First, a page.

Tuesday, January 18, 2005

Oh, These Horrible "First 5" Ads!

I'm a little off-subject tonight (well, not really), but I have a real problem with politicians, feminists and ad agency "creatives" that try to make stay-at-home moms feel unworthy.

I've been flipping since my daughter and I saw several "First 5" pro-preschool ads from the California Children & Families Commission. The ads, funded by a 50-cent-a-pack tax on cigarettes, are supposed to do something good for children, but by encouraging pre-school, they're doing anything but. Pre-school can be a better alternative than being left and ignored, but these ads aren't about that -- they're about pre-school being the best choice for your kids!

The worst ad of all is one in which two cops tell the viewer that unless their kids go to preschool, they're probably going to end up in the back of a patrol car. Here's the State of California telling kids and parents that the state's programs are better than family! That unless we subscribe to their idea of child-rearing, our kids will end up in jail!

All the ads hurt my daughter's feelings, but the cop one was the worst. "I felt like I wasn't good enough for anything, for school or college -- like I wouldn't be able to do anything," she told me.

This from a girl who entered kindergarten reading at a third-grade level, and now they're telling her that she's not as good as preschoolers? She was proud of what she learned at "Mommy School," and so was I. What do these people at "First 5" think they're doing by attacking stay-at-home kids and their stay-at-home parents?

And why is First 5 urging parents to send their toddlers to preschool while the Office of Drug Control Policy says that parents are the anti-drug? I've been working for three years to get parents more involved with their children -- that's why I made Voice of the Victims: True Stories of Ecstasy & Ketamine -- and nearly everyone else in drug education feels the same way: Parental involvement is key.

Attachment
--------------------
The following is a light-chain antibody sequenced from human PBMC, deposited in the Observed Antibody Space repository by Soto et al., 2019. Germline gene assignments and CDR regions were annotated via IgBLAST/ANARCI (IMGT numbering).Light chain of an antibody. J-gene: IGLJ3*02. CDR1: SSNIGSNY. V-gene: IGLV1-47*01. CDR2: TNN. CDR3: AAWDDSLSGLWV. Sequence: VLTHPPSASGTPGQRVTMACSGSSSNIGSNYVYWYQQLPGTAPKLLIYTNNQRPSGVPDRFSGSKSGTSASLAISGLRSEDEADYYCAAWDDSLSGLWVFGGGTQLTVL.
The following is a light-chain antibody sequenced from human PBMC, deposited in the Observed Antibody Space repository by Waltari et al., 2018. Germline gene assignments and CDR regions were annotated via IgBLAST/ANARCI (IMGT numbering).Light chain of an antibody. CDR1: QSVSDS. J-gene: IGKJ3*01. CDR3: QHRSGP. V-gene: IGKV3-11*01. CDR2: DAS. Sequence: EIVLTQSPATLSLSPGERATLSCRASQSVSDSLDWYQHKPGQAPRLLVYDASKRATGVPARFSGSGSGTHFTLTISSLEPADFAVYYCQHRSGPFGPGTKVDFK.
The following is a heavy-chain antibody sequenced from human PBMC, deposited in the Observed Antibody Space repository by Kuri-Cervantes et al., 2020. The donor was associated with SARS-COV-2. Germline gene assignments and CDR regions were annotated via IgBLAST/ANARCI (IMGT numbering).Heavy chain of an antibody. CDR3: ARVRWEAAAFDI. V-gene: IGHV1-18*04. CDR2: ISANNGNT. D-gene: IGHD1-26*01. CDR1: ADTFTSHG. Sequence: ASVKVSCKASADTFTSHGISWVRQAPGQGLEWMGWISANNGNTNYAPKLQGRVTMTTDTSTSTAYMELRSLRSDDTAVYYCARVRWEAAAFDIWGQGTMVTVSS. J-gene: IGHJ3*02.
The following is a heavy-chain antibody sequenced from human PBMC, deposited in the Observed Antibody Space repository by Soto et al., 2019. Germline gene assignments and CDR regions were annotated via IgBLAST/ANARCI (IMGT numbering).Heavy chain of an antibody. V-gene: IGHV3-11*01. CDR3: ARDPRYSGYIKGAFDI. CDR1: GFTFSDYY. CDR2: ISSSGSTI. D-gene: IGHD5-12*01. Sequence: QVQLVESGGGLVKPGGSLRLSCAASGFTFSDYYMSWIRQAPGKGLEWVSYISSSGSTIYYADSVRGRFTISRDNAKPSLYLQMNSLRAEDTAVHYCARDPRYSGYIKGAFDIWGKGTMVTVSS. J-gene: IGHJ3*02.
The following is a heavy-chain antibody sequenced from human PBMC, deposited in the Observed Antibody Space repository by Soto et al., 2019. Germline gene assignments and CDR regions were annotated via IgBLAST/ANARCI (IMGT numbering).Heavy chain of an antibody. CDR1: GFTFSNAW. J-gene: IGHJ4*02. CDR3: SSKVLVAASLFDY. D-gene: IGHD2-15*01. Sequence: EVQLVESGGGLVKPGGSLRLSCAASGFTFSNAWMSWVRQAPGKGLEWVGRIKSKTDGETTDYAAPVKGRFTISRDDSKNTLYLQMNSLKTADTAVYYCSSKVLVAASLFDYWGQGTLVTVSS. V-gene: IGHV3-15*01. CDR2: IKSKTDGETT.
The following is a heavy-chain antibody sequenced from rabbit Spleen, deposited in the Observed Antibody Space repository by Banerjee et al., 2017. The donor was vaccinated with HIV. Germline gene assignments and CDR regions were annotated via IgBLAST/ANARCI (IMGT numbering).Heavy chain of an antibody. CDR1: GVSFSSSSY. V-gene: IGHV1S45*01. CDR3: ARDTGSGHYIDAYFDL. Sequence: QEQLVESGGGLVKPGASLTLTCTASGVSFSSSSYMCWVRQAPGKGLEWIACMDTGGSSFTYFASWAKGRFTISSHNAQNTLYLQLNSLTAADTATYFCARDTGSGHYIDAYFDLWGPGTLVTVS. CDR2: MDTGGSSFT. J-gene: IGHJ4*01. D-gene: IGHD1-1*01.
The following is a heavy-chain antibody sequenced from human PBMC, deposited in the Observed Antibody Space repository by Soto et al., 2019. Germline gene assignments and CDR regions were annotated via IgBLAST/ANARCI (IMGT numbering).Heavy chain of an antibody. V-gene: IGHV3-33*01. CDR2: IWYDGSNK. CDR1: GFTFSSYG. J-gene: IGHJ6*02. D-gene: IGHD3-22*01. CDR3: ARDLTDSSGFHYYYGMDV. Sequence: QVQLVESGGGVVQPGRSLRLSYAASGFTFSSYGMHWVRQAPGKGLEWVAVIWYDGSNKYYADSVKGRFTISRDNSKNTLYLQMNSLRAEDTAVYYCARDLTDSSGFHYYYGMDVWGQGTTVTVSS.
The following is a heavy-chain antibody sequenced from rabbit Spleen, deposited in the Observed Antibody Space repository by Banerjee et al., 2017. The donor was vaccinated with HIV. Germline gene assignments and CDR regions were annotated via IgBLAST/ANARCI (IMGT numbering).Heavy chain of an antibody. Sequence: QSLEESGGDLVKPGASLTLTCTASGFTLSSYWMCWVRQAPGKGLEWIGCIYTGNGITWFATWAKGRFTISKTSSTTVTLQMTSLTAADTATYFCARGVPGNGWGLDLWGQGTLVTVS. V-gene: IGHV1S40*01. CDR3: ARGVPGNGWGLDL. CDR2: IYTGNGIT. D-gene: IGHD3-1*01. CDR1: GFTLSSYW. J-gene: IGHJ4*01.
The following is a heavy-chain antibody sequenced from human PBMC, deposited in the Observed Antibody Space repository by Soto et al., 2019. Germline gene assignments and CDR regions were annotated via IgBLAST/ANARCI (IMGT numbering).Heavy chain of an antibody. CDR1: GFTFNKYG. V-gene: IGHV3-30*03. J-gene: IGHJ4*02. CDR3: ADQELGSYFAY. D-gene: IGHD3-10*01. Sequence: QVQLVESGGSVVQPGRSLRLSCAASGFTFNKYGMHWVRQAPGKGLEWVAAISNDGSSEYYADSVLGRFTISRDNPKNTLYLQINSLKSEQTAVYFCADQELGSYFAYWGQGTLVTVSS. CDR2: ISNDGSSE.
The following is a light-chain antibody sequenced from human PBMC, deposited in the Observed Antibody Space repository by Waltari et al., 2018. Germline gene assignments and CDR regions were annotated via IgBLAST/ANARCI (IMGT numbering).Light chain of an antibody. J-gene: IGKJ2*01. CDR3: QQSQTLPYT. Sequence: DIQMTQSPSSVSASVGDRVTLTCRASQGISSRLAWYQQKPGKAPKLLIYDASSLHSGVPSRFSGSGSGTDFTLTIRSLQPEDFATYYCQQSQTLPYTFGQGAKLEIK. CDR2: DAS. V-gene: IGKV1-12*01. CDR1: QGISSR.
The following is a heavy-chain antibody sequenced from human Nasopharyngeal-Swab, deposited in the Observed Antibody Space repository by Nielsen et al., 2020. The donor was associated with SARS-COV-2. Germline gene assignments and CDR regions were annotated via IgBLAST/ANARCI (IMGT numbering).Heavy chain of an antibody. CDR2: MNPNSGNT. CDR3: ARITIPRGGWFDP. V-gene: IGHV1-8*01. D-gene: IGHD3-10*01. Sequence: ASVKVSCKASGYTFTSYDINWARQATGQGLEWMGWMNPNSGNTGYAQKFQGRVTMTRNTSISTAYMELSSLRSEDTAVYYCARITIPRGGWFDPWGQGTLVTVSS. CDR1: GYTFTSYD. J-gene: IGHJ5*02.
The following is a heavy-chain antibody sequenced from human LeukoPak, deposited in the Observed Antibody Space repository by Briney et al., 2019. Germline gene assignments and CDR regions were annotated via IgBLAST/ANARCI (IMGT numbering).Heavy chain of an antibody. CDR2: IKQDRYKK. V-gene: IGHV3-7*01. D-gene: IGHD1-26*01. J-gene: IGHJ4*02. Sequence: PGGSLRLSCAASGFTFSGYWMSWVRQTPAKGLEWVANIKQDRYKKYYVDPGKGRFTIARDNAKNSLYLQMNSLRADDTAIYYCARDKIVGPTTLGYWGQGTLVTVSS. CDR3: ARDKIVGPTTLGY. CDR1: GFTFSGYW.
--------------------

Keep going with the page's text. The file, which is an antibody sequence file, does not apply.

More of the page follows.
And it starts as early as preschool ... even earlier, at birth, at conception!! At when you start thinking about having kids!!

I'm not alone. Here's a few pertinent paragraphs from an opinion piece that ran this weekend in the Fresno Bee. Click through, and be sure to read the whole thing.

Preschool is not a magic pill for all little children

I was recently asked a question about preschool and whether I thought children are better off as a result of it. The question was sparked by the most current stream of First Five of California commercials, whose slogans include:

"Preschool, the benefits are impressive."

"Preschool makes kids more likely to go to college."

"Preschool gives children a better chance in life."

As an early-childhood professional who has used the data to support the claims of high-quality preschool to secure funding for early care and education projects, I still have to say that my response to the preschool question is, unequivocally, no. ...

I find myself drawn to the most recent spread of Phillip Morris commercials because they speak to me, a loving concerned parent. Their grand slogan: "Talk to your kids, they'll listen."

I find myself thinking that First Five of California could learn something from Phillip Morris. How ironic. Phillip Morris encourages me to talk to my children, and First Five of California tells me I am a failure if I don't send my children to preschool. Something is wrong with this ad campaign.

Something is wrong indeed! There's no guarantee kids will turn out all right, survive the wars of peer pressure, or not be the victims of someone else's stupidy. But being raised in a close, loving environment with parents gives kids a better chance than being dumped off at pre-school!

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